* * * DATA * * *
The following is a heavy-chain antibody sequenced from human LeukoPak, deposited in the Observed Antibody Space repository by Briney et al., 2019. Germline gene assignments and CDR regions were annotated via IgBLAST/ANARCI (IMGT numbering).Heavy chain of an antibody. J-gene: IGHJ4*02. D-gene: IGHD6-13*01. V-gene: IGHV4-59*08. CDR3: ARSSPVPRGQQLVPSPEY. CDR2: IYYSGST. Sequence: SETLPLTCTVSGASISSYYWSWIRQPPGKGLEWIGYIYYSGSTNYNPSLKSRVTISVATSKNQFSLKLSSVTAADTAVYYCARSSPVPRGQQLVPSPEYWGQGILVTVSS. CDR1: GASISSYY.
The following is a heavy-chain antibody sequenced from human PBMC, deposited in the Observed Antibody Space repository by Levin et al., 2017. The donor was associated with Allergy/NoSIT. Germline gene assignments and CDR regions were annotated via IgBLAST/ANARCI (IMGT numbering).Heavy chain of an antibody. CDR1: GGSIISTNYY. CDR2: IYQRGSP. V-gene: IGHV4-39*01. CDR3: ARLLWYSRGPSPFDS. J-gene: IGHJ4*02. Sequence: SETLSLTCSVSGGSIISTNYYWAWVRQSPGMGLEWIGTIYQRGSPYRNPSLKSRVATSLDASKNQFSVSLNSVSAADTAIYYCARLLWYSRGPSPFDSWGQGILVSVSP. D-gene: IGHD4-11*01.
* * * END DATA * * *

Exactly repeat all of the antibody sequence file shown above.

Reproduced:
The following is a heavy-chain antibody sequenced from human LeukoPak, deposited in the Observed Antibody Space repository by Briney et al., 2019. Germline gene assignments and CDR regions were annotated via IgBLAST/ANARCI (IMGT numbering).Heavy chain of an antibody. J-gene: IGHJ4*02. D-gene: IGHD6-13*01. V-gene: IGHV4-59*08. CDR3: ARSSPVPRGQQLVPSPEY. CDR2: IYYSGST. Sequence: SETLPLTCTVSGASISSYYWSWIRQPPGKGLEWIGYIYYSGSTNYNPSLKSRVTISVATSKNQFSLKLSSVTAADTAVYYCARSSPVPRGQQLVPSPEYWGQGILVTVSS. CDR1: GASISSYY.
The following is a heavy-chain antibody sequenced from human PBMC, deposited in the Observed Antibody Space repository by Levin et al., 2017. The donor was associated with Allergy/NoSIT. Germline gene assignments and CDR regions were annotated via IgBLAST/ANARCI (IMGT numbering).Heavy chain of an antibody. CDR1: GGSIISTNYY. CDR2: IYQRGSP. V-gene: IGHV4-39*01. CDR3: ARLLWYSRGPSPFDS. J-gene: IGHJ4*02. Sequence: SETLSLTCSVSGGSIISTNYYWAWVRQSPGMGLEWIGTIYQRGSPYRNPSLKSRVATSLDASKNQFSVSLNSVSAADTAIYYCARLLWYSRGPSPFDSWGQGILVSVSP. D-gene: IGHD4-11*01.